At best you could make a case for using scar thickness measurements as a way to strongly increase the trial of labor rate for women over some random cut-off, but it simply can't be used as a way to "guarantee" no rupture in a VBAC attempt. Nor does it guarantee a definite rupture in women who labor below the cut-off. There are cases of women rupturing above even the 3.5 mm cut-off, and many cases of women who have not ruptured below the arbitrary cut-offs set in these studies.

Alas, it's just not that simple, and no one has rupture-specific psychic powers. It would be wonderful if this were THE key to avoiding uterine rupture and encouraging more VBACs, but it is not.

Summary

There are too many problems yet for doctors to start doing universal ultrasound measurements of cesarean scar thickness and using them to determine who is "allowed" to have a trial of labor and who is "required" to have a repeat cesarean.

You might make a case for using this data to counsel women more closely about their possible risks, as long as you mentioned the strengths and weaknesses of the studies about it, and as long as the ultimate choice was up to the parents. Or it might be used for deciding who needs the most careful monitoring during labor after cesarean.

However, in reality, it's going to be used to DENY women the right to decide for themselves, either by requiring mandatory repeat cesareans in women whose scar thickness falls below an arbitrary cut-off, or by using the data to scare women out of considering a VBAC (without sufficient mention of the weakness of the data).

If a woman falls into a group that might be at increased risk for uterine rupture, the logical thing to do is to counsel those parents about their possibly increased risk from a TOL, as well as the possible current and future risks from repeat cesareans.

At this point, it should NOT be used for denying a woman the right to try to VBAC. Yet you know that's how it's going to be used. In fact, research shows that it HAS been used this way already, despite the many weaknesses of existing research.

Informed consent, yes.......coerced surgery, no.

Before this becomes standard of care, there needs to be a LOT of very large, multi-center, randomized, double-blind studies, using ultrasound measurements from multiple observers, and controlled for other factors like suture type/material, induction/augmention, etc.

Frankly, right now, measuring scar thickness is just another way to prevent or scare women from having a VBAC. The intent behind the investigation may be reasonable, but the pratical usage will not be.

Until there's a lot more study on this topic, it is not an accurate way to assess the risk for potential uterine rupture, and it should not be used to determine who should not be "permitted" to try for a VBAC.

Right now, it's just another data dredge and publicity ploy, rather than a really tested and true way of assessing future risk.

As Gretchen Humphries, advocacy director of the International Cesarean Awareness Network says, "It isn't anywhere close to clinically useful and we all know it'll get misused."

Just remember the take-away message:

Be cautious about using scar thickness to estimate uterine rupture risk. At this point, it deserves further study, but it should not be used to determine who should (and shouldn't) get a chance at Vaginal Birth After Cesarean.

8 comments:

Gretchen Humphries, Advocacy Director, ICAN said...

Excellent summary.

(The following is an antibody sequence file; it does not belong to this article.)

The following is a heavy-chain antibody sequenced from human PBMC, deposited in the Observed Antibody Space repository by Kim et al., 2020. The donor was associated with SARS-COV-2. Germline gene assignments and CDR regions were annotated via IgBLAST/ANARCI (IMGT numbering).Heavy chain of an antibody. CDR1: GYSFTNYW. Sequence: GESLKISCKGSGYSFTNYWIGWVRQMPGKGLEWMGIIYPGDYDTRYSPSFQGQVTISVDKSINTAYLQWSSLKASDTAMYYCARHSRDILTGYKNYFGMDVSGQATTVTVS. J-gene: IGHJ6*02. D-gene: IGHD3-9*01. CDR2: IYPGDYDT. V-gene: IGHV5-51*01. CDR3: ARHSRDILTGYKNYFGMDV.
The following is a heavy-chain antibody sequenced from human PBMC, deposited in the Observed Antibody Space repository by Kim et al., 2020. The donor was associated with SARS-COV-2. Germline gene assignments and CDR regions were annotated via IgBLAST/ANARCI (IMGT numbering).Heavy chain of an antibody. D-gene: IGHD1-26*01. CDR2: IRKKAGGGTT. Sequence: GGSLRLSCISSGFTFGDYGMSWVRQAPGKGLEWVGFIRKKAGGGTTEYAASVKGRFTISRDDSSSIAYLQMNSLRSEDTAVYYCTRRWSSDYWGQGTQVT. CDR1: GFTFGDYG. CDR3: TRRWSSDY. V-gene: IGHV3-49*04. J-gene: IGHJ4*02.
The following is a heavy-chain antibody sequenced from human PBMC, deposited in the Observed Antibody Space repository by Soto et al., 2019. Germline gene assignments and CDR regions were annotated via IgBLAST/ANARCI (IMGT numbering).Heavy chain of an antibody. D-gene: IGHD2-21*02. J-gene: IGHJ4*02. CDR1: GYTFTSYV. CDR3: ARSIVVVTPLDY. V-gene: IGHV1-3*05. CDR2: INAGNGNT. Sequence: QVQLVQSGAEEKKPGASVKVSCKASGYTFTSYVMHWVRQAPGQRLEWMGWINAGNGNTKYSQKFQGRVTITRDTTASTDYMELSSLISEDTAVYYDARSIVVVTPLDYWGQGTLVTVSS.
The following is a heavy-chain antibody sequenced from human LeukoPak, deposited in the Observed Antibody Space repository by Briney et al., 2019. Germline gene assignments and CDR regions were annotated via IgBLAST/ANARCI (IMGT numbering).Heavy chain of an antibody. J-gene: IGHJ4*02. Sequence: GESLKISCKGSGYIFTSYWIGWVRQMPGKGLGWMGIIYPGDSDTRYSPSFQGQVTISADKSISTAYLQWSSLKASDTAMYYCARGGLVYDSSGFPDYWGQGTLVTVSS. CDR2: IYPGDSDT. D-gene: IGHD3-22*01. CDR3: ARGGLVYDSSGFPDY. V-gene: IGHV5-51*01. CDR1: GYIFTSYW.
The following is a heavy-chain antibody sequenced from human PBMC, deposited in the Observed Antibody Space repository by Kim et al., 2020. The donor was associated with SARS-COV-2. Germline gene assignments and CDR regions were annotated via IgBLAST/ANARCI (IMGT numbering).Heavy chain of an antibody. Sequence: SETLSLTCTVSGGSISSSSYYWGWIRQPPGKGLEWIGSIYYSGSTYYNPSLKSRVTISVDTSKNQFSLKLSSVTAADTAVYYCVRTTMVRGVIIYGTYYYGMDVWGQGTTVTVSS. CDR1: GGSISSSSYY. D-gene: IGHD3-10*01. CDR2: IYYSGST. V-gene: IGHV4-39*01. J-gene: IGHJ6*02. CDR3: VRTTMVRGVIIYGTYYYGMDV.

I would also add that in much of the research that comes from Bujold, et al., the overall uterine rupture rate runs higher than the generally expected rate (generated from decades of research on this topic, from a multitude of hospitals). I've often wondered what it is about this hospital and these researchers that elevates the overall uterine rupture rate...it does make me think twice about the research that this group publishes.

Anonymous said...

I have a family member who just had a scheduled repeat c/s. She traveled across the state to find a "VBAC specialist", who, in the last few weeks of her pregnancy, informed her that her scar was "very thin" and that her baby weighed over 10 lbs, and that she had a 100% chance of rupture and that either the baby or the mother would die.

The baby weighed less than 9 lbs (they were assured that this doctor could predict the baby's weight to within one ounce, because he's so precise and careful with his ultrasounds).

With the baby's weight being so far off from what the doctor had estimeted, I can't help but suspect that his estimation of the scar from ultrasounds was also incorrect. And then there's the fact that there's no good research showing us what the scar thickness does for us anyway.

Another unnecessarian.

Anonymous said...

I still think I'd get it done for myself just to know how thick I am. I've had one inverse T and two normal vaginal births before that. I would like to VBAC, but I want to know as much as I can. Thank you for the ideas you present as they gave me something to chew on.

Miss Momma said...

I know this is an old post of yours but it is very interesting and extremely pesonal to me. I had a 10 c dehiscense that was found upon incision. It was a full thickness separation and the only thing keeping baby in place was the peritoneum. This c-section was after a 24 hour TOL for a vba2c attempt. The OB stated that there was very little blood and it looked as though it had happened days prior to labor. I am so perplexed as to how a dehiscence and a rupture can have such different results with such similar descriptions of the uterine findings. In each case the uterus comes apart. In the case of a dehiscense there are no adverse affects, but in the case of a rupture the problems can be devastating for mother and baby. Is there ANY information out there describing the difference between the two and why one might happen and not the other? Any and all information on the subject would be greatly appreciated.